The Railway – Not just for Choo Choos
If you thought that the railway was invented along with the steam locomotive then you’d be wrong. Railways existed long before steam, long before even the birth of Christ.
It may come as a surprise that the use of railway lines goes back to the Ancient Greeks. In order to achieve audience-pleasing effects in classical theatre productions, rails were employed to bring scenery on to and from the stage at startling speeds. Examples remain at theatres in Sparta and Megalopolis. Such effects would have been impossible to achieve by other means, for transport by rail hugely reduces the power needed to move a load in comparison to wheels on a flat surface.
But it wasn’t just the luvvies of the ancient world who realised the usefulness of rail. From around 500 BC a railway system was also installed to carry boats over the river Isthmus in Corinth, It remained in use for over a thousand years.
The modern railway finds it origins in mining. From around the 15th century , miners used wooden rails along which they pushed wagons, and the first known example was found in Germany, dating to around 1430. In the English town of Nottingham, mining entrepreneur Huntington Beaumont created a railway line to transport coal from mine to city in 1604, and in 1608 he did the same in Northumberland. Both schemes worked well, hut were unprofitable Nevertheless, he inspired many an imitator and can be said to be responsible for catalysing the development of railway in Britain.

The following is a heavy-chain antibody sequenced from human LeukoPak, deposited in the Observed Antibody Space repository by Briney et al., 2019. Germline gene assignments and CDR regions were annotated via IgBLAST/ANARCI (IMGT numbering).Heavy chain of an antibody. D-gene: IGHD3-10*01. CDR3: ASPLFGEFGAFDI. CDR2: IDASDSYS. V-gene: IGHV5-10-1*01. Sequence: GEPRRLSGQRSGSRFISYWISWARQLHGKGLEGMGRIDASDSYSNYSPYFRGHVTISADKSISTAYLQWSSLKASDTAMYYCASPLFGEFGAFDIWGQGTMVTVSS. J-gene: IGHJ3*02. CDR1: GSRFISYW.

Not much changed for a century or two. Iron rails were introduced in 1767, but it was the combined drive of two men that revolutionised the world of the railway. Englishman Richard Trevilthick was responsible for the first steam locomotive in 1804 and it ran along the Pen-y-Darren railway in Merthyr, Wales. The tragedy of his life was that people simply didn’t believe his ideas were worth anything. Disheartened, poor Richard left the country and eventually died penniless in 1833.
Not that Trevithick’s ideas weren’t taken up by others. Locomotives were developed in several stages, but it was George Stephenson who stood out from a host of would-be pioneers, opening the Stockton and Darlington Railway in 1825. It was the first railway in the world to carry stock and freight, and it was Stephenson’s idea of a national network that marks him out as the ‘genius’ behind the modern railway. During the following 25 years, railways sprung up all over the country, and by the 1850s over 6,000 miles of railway lines had been laid across Britain, with America, India, Russia and the rest of the world following suit.